The infamous privateer – widely known as Captain Morgan – was on his way to Panama City with his men.

The researchers say they might have found a section of the hull as well as cargo boxes and coral-covered chests.”

[Watch the BBC News Video Report]


“‘World’s oldest’ wreck found in Swedish Baltic”

July 15, 2011, The Local, Sweden
“What looks very much like a cog, a ship used in the Baltic between the 12th and the 14th centuries, has been discovered in the waters between the islands of Gotland and Öland off the east coast of Sweden.

The vessel showed up in sonar pictures of the area, causing experts on shipwrecks to believe that they may have the world’s oldest intact shipwreck on their hands.

“The hairs at the back of my neck stood up when I first saw the pictures,” said shipwreck expert Erik Bjurström to the local Barometern daily.

Because of the age of the ship and the location, historians cannot but wonder if it in fact could be the legendary ship that carried the Danish king Valdemar Atterdag home after his sacking of Visby on Gotland, in 1361 AD.”

[Full Story]


“First-aid kit in shipwreck reveals millennia-old practices”

July 09, 2011, New Zealand Herald, New Zealand
“Institute first-aid kit found on a 2000-year-old shipwreck has provided a remarkable insight into the medicines concocted by ancient physicians to cure sailors of dysentery and other ailments.

Medicines found inside a wooden chest included pills made of ground-up vegetables, herbs and plants such as celery, onions, carrots, cabbage, alfalfa and chestnuts – all ingredients referred to in classical medical texts.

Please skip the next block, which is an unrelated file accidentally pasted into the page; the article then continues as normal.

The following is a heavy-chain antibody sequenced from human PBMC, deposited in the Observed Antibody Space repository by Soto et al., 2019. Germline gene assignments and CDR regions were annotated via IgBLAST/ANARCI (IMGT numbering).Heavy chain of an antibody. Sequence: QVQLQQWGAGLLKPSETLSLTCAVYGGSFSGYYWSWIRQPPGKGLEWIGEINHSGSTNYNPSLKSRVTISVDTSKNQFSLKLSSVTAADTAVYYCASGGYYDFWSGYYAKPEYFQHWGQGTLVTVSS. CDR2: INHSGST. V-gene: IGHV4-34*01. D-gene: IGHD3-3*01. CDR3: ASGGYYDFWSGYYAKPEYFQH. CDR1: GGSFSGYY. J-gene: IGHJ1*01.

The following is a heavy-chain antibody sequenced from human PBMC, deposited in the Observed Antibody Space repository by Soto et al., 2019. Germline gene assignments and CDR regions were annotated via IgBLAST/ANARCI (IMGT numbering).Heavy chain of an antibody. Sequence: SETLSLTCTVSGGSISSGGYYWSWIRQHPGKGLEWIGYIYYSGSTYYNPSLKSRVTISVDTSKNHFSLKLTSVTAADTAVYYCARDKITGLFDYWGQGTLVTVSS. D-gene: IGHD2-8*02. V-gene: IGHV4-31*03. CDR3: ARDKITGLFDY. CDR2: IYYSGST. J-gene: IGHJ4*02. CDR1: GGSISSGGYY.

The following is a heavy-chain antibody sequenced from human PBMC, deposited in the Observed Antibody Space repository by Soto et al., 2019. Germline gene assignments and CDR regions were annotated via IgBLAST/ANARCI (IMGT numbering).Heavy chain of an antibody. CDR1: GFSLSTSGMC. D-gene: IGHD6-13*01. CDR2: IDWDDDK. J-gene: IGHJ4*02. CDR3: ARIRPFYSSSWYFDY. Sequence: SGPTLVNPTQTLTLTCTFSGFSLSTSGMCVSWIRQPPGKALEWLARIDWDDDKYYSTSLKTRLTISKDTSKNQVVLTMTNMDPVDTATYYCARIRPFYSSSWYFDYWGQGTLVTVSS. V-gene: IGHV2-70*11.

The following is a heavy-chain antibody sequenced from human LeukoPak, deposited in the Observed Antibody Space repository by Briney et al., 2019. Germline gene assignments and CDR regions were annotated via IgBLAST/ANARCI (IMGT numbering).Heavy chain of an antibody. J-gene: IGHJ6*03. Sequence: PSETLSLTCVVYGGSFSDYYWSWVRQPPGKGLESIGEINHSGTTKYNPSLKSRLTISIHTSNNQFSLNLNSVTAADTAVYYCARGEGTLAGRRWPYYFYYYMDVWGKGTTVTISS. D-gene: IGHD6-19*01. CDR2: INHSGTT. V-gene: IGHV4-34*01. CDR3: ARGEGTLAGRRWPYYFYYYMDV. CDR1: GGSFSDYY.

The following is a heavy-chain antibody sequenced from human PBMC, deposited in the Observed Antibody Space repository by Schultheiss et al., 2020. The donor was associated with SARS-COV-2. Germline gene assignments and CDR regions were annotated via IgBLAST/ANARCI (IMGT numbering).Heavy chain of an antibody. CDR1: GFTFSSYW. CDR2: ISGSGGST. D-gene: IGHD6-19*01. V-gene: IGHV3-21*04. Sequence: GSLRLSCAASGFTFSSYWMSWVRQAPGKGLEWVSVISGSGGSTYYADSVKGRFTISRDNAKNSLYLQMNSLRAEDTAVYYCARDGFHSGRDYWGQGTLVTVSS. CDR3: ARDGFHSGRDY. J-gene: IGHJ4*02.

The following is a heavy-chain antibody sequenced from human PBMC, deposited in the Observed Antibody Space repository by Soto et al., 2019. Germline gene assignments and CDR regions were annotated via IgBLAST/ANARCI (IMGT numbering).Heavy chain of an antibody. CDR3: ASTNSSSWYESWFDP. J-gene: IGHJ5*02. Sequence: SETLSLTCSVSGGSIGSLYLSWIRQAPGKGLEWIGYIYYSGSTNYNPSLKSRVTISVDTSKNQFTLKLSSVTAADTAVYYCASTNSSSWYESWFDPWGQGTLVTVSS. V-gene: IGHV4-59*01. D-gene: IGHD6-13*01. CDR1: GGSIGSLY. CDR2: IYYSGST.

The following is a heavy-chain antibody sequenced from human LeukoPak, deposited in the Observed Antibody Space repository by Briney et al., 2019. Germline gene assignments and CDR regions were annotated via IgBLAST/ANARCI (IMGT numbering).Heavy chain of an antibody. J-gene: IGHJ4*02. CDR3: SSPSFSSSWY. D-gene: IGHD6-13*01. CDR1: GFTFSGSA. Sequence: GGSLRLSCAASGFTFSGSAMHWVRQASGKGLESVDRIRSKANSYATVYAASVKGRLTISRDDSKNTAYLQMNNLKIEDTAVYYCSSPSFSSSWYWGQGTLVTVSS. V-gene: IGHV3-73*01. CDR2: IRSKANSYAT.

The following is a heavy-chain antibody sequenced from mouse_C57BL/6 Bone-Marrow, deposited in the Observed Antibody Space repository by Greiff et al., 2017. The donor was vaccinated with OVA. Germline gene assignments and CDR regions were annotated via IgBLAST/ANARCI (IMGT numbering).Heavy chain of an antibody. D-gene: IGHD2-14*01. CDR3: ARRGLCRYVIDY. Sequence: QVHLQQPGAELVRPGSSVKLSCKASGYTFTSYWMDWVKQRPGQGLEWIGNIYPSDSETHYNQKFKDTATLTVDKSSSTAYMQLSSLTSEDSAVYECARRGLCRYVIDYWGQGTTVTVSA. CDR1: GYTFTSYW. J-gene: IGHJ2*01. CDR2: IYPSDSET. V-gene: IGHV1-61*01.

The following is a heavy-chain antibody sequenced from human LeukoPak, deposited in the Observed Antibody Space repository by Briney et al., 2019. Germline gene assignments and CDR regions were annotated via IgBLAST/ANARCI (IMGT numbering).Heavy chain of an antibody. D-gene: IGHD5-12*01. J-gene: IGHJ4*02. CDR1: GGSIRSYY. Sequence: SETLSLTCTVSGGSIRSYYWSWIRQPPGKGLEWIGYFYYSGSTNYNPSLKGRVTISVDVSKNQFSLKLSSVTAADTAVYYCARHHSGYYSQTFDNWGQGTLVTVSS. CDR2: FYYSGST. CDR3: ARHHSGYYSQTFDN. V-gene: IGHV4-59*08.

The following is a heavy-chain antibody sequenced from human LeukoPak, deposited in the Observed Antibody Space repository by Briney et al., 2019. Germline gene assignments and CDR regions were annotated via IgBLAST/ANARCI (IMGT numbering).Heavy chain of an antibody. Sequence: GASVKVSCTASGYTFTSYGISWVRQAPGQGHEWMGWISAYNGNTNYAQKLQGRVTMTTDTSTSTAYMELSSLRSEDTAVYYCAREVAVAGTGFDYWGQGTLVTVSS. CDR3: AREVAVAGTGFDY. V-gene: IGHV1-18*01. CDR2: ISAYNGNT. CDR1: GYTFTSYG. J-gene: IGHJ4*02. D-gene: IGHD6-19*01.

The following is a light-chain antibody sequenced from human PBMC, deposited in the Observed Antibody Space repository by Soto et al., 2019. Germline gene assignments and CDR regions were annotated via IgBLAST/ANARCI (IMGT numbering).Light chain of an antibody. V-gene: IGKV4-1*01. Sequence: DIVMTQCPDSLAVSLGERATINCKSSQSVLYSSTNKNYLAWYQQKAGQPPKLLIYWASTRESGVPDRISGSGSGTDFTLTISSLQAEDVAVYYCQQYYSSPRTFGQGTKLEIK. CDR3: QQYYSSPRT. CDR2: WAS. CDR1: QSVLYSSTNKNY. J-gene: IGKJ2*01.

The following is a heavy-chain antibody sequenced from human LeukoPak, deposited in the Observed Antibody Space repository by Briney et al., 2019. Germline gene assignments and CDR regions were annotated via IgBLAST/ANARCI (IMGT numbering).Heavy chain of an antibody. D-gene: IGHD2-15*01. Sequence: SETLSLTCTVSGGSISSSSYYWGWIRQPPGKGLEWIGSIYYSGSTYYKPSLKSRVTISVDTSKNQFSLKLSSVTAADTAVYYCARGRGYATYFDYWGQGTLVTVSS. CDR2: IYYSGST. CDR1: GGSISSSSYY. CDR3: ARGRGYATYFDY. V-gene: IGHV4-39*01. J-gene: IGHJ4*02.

The tablets, which have miraculously survived being under water for more than two millennia, also contain extracts of parsley, nasturtium, radish, yarrow and hibiscus.

They were found in 136 tin-lined wooden vials on a 15m-long trading ship which was wrecked about 130BC off the coast of Tuscany.”

[Full Story]


“Black Sea’s ancient coast found – report”

July 07, 2011, The Sofia Echo, Bulgaria
“Bulgarian scientists have found the ancient shores of the Black Sea, currently deep beneath the waves, which they claim were the original shores about 7500 years ago, when the Black Sea at the time was just a fresh water lake, the Bulgarian National Television (BNT) reported on July 7 2011.

The team, led by Professor Petko Dimitrov of the Institute of Oceanology in Varna, which is part of the Bulgarian Academy of Sciences (BAS), returned from an expedition aboard the research vessel Akademik, saying that they have found the ancient coastline close to the Cape of Emine.

Archaeological evidence suggest that this particular spot was part of the ancient coastline, the BNT said.

The common theory of the creation of the Black Sea says that there was a massive deluge through the straits of Bosporus (modern Istanbul), where waters from the Mediterranean flooded into the lake.

Once the Mediterranean Sea breached the Bosporus Strait, it irreversibly changed the history of the people in the area, as well as the flora and fauna.”

[Full Story]


“Traces of ancient aboriginals found in Ontario lake bottom”

June 06, 2011, The Vancouver Sun, Canada
“A team of Canadian scientists has used geology-style drill cores from an Ontario lake bottom to gather evidence of toolmaking and perhaps even duckhunting by ancient aboriginals about 10,000 years ago – the first discovery of its kind in North America, and one that could point the way to further breakthroughs in underwater archeology around the world.

Led by researcher Lisa Sonnenburg of McMaster University in Hamilton, Ont., the team took sediment samples from a shallow section of Rice Lake – a popular summer vacation spot northeast of Toronto – where prehistoric First Nations were known to have camped soon after the glaciers retreated at the end of the last ice age.